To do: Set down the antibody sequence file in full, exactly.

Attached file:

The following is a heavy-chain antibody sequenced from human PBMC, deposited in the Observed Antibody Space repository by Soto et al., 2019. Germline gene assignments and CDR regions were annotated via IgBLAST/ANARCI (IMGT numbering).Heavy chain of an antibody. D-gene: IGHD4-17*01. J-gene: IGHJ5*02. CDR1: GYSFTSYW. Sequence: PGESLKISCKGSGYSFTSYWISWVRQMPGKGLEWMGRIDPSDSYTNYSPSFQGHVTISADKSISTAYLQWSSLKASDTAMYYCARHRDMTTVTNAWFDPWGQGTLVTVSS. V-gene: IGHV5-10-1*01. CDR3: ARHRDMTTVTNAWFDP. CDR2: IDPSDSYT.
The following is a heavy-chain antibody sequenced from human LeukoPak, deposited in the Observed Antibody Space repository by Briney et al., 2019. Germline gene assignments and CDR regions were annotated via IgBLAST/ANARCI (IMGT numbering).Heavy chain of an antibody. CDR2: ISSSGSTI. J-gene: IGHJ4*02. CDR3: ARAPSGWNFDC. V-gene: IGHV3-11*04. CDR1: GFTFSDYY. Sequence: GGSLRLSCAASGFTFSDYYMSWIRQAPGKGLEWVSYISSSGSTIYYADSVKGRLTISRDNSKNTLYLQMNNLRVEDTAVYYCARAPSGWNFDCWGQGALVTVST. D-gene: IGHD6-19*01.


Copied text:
The following is a heavy-chain antibody sequenced from human PBMC, deposited in the Observed Antibody Space repository by Soto et al., 2019. Germline gene assignments and CDR regions were annotated via IgBLAST/ANARCI (IMGT numbering).Heavy chain of an antibody. D-gene: IGHD4-17*01. J-gene: IGHJ5*02. CDR1: GYSFTSYW. Sequence: PGESLKISCKGSGYSFTSYWISWVRQMPGKGLEWMGRIDPSDSYTNYSPSFQGHVTISADKSISTAYLQWSSLKASDTAMYYCARHRDMTTVTNAWFDPWGQGTLVTVSS. V-gene: IGHV5-10-1*01. CDR3: ARHRDMTTVTNAWFDP. CDR2: IDPSDSYT.
The following is a heavy-chain antibody sequenced from human LeukoPak, deposited in the Observed Antibody Space repository by Briney et al., 2019. Germline gene assignments and CDR regions were annotated via IgBLAST/ANARCI (IMGT numbering).Heavy chain of an antibody. CDR2: ISSSGSTI. J-gene: IGHJ4*02. CDR3: ARAPSGWNFDC. V-gene: IGHV3-11*04. CDR1: GFTFSDYY. Sequence: GGSLRLSCAASGFTFSDYYMSWIRQAPGKGLEWVSYISSSGSTIYYADSVKGRLTISRDNSKNTLYLQMNNLRVEDTAVYYCARAPSGWNFDCWGQGALVTVST. D-gene: IGHD6-19*01.